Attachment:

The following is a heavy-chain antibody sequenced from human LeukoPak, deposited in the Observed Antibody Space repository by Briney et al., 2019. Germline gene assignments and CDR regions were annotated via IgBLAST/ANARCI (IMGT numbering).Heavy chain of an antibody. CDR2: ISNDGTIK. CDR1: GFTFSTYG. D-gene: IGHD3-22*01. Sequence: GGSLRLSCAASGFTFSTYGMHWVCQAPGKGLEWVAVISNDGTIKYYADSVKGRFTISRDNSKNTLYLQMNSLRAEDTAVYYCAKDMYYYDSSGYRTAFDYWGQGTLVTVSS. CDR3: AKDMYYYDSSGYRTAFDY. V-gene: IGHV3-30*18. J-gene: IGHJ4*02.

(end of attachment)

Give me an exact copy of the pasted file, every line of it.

The following is a heavy-chain antibody sequenced from human LeukoPak, deposited in the Observed Antibody Space repository by Briney et al., 2019. Germline gene assignments and CDR regions were annotated via IgBLAST/ANARCI (IMGT numbering).Heavy chain of an antibody. CDR2: ISNDGTIK. CDR1: GFTFSTYG. D-gene: IGHD3-22*01. Sequence: GGSLRLSCAASGFTFSTYGMHWVCQAPGKGLEWVAVISNDGTIKYYADSVKGRFTISRDNSKNTLYLQMNSLRAEDTAVYYCAKDMYYYDSSGYRTAFDYWGQGTLVTVSS. CDR3: AKDMYYYDSSGYRTAFDY. V-gene: IGHV3-30*18. J-gene: IGHJ4*02.